Today was a good day. Interestingly enough, though, it didn't start that way. Nope. Quite the opposite because my day began with one of those bad dreams we have just before waking. In my dream my son Matthew was a little boy and for some reason, Vaughan and I had sent him to live with another family because we were both too busy to look after him. In the dream, he had come home for a visit and I discovered that he'd started calling the woman looking after him Mom.
I woke up crying.
I have no idea what the dream meant, other than to say that I must have regrets about time I didn't spend with him growing up; and so it was with that feeling that I woke up. And it wasn't a pleasant awakening either. It was one of those mornings I hit snooze on my phone about 10 times and when I finally rolled out of bed and into the shower, I opted for the highest octane coffee I had.
And then it continued. I got to work and realized I'd left my glasses at home. Along with my make up bag, chap stick, and Ibuprofen (for the head ache that was beginning to take shape as I entered the office). But despite all that, I had a presentation to do at a local elementary school at 10:30 and knew I had to put my best game face on because presentations are always better when the people doing them are in a good mood.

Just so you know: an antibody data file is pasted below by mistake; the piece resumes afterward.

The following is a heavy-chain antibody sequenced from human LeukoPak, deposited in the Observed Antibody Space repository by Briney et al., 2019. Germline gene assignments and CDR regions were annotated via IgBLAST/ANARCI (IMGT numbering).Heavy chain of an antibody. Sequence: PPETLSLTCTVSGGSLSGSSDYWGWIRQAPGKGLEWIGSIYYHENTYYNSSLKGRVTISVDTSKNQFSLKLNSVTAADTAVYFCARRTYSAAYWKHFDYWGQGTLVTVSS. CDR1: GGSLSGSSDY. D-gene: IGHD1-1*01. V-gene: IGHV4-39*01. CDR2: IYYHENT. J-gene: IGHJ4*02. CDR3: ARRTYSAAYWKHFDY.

So that's what I did. And it's an interesting thing that happens when we decide, that despite all stormy weather, we're going to have a good day anyway and approach everything that comes our way with a smile and a positive spirit. When we do this a surprising thing happens: suddenly a bad day has the potential of becoming the best day.
At least, that's how it was for me.
The presentation went amazing and the children clung to our words and the message we were there to share which is: YOU ARE IMPORTANT.
Afterward, several kids approached me to talk and as I sat with each of them, listening and being there as they shared the worries on their minds and their hearts, I was gifted with the realization that maybe I wasn't such a bad mother after all. Although I got a lot of things wrong, I was always there, I always listened, and I think I conveyed the message that YOU ARE IMPORTANT, and I LOVE YOU beyond all measure in everything I did.
At least I hope so.
That's the kicker with regrets. As we grow older we grow wiser and from the vantage point of age and experience there are so many things we'd do differently but we can't. So I guess our best choice is to accept everything and to remember that even our mistakes are gifts for other people because nobody learns with an absence of struggle and perhaps in the universal scheme of things, the greatest gifts we give our children are the things they need to find the strength to overcome.